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Athletes of all kinds are amazing people, and Olympians especially.  But, hands down, I’m going to say that these ladies take the cake.  And honestly, they put me to shame.  What an amazing story they can share with the special children they were carrying, while competing in the greatest sporting competition the world knows.

 

 

Dreaming . . .

January 15, 2018 — Leave a comment

“I have a dream that one day this nation will rise up and live out the true meaning of its creed: ‘We hold these truths to be self-evident that all men are created equal’.”
~Martin Luther King Jr

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Image courtesy of babycentre.co.uk

Today is Martin Luther King, Jr. Day and with it comes a celebration of the man himself, as well as the great contributions he made to this country.  It’s tough to think about Dr. King without thinking of his iconic “I Have a Dream” speech. The word “dream” has so many meanings.  When Dr. King gave his famous speech in 1963, he was referring to an aspiration.  But, most of the meanings refer directly to dreaming while asleep.  This got us thinking about babies and when they start to dream.

A dream is actually a series of images, ideas, emotions and sensations that usually occur involuntarily during certain stages of sleep.  Scientists don’t really understand the purpose of dreams, though they are a much debated topic of interest in scientific, philosophical and religious circles.

Dreaming occurs in the rapid-eye movement (REM) stage of sleep.  Or the point in sleep when brain activity is high, resembling the point of being awake.  As the name indicates, REM sleep is accompanied by continuous movements of the eyes.  Although some dreams can occur during other stages of sleep, most dreams, including the vivid and memorable ones, occur during REM sleep.  Dreams can vary in length and are typically remembered if one wakes while still in REM sleep.  Most people have approximately three to five dreams per night.  That’s all fascinating information, right?  But, what about those littlest humans?  Do they dream?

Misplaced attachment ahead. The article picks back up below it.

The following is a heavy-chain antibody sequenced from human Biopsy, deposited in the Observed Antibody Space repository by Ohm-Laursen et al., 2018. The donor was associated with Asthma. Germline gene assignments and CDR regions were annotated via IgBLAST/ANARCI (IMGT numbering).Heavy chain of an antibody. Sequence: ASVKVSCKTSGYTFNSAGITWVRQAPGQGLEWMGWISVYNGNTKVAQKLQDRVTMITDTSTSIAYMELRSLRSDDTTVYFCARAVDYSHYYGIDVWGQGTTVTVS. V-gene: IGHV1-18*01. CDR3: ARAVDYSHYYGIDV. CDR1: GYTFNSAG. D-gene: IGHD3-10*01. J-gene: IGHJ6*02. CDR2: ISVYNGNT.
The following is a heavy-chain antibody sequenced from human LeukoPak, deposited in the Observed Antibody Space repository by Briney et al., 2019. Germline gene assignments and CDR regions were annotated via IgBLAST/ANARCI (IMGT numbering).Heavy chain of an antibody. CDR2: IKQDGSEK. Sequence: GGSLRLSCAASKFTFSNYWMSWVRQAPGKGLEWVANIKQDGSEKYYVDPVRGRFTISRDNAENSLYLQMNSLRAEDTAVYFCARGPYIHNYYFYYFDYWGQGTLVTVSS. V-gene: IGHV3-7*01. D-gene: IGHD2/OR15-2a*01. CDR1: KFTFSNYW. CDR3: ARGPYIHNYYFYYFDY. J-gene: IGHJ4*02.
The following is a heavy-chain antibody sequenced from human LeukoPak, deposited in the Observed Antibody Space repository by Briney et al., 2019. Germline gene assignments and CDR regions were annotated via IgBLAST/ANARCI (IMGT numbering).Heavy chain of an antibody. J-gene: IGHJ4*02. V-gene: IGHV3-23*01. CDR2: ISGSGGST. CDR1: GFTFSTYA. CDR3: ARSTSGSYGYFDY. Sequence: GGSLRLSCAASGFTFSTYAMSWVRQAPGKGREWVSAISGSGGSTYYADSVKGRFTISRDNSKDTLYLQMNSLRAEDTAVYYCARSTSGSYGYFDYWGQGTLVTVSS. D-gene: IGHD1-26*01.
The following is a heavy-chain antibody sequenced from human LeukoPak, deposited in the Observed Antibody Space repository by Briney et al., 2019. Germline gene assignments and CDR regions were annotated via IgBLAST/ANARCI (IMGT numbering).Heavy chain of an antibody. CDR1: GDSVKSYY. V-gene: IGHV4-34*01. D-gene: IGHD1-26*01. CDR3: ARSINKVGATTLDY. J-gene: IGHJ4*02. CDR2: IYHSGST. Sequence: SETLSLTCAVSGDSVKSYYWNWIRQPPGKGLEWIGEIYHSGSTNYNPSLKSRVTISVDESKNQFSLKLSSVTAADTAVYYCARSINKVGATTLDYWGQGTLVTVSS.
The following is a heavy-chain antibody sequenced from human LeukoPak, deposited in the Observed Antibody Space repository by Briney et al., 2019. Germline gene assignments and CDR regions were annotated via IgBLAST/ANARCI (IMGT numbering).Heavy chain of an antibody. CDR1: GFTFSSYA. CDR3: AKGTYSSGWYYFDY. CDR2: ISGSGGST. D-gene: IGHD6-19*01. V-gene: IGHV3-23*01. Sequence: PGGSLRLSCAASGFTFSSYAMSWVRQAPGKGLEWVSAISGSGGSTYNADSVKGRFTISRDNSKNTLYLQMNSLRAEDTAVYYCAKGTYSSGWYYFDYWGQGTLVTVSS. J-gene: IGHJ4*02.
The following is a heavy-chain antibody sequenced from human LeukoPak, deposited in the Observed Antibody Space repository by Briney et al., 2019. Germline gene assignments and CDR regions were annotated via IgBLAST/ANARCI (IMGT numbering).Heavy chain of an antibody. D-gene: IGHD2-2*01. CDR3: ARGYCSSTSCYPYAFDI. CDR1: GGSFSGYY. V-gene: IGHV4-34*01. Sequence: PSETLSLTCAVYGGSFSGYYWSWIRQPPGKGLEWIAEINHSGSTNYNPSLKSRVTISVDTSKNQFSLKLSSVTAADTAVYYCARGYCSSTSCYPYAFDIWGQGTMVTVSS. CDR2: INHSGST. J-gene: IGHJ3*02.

Scientists know that infants experience REM sleep, which surely means they must dream.  No one really knows for sure since we can’t ask them.  Some scientists think that infants use the REM sleep stage to develop neural connections related to language, but don’t actually experience visual dreaming until they reach the age of four or five.  No one really knows.

And what about even tinier humans – babies in the womb?  Scientists can’t directly measure brain activity in fetuses, like they can even in newborn babies, but they can observe babies through ultrasound technologies.  They have been able to determine that fetuses are developed enough to begin experiencing REM sleep around 23 weeks.  So, by theory, they probably begin dreaming at that point, too.  Although, they don’t have a whole lot of information to populate their dreams, so it’s probably just sounds.  But, who really knows?

Since no one really knows for sure, it seems like this will likely remain a mystery for the near future.  But, I’d like to think that of course babies dream – both inside and outside the womb.  Who knows – maybe they’re just formulating another great American speech or perhaps the contributions they’ll each make to improve the world as we know it.  I can dream, right? 😉

 

Winter can really be treacherous in some parts of the country – even when you’re not pregnant, but especially so for those pregnant mamas.  There are three main areas that the pregnant mama will have to navigate – weather hazards, germ hazards, and well, wardrobe hazards.

Weather Hazards
Ice, snow – you know where this is going.  How many times do we hear about people falling on the ice and getting injured?  Pretty much every time there’s ice, right?  Your center of gravity changes when you’re pregnant, so you’ll need to take extra care in making sure you don’t fall.  The following are a few tips to help keep you on your feet.

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Image courtesy of pampers.com
  1. Footwear – You’ll need to make sure you have a good, stable pair of rubber-soled shoes or boots. This is particularly useful, even when there isn’t ice and snow as good traction will help you step with confidence.  If you have to trek through ice and snow pretty regularly, we may want to invest in some ice traction slip-ons that you can put over your shoes to help prevent slipping.  Above all, ditch the high heels.

If you do slip, try not to worry too much.  Typically baby is well protected in your womb.  Baby is probably just fine, but you can call your doctor if you need a little peace of mind.  But, if you sense decreased movement or other changes like bleeding or water breaking, definitely call your physician.

  1. Avoid the Ice and Snow to Begin With – When the weather is really bad, you should try to avoid going out altogether. It’s just best not to tempt fate and risk unnecessary injury.  Many local grocery stores have home delivery fees.  This is an excellent time to take advantage of this service.  You can also shop for your baby gear online.  In fact, this is a really good idea, because you can read reviews before you buy.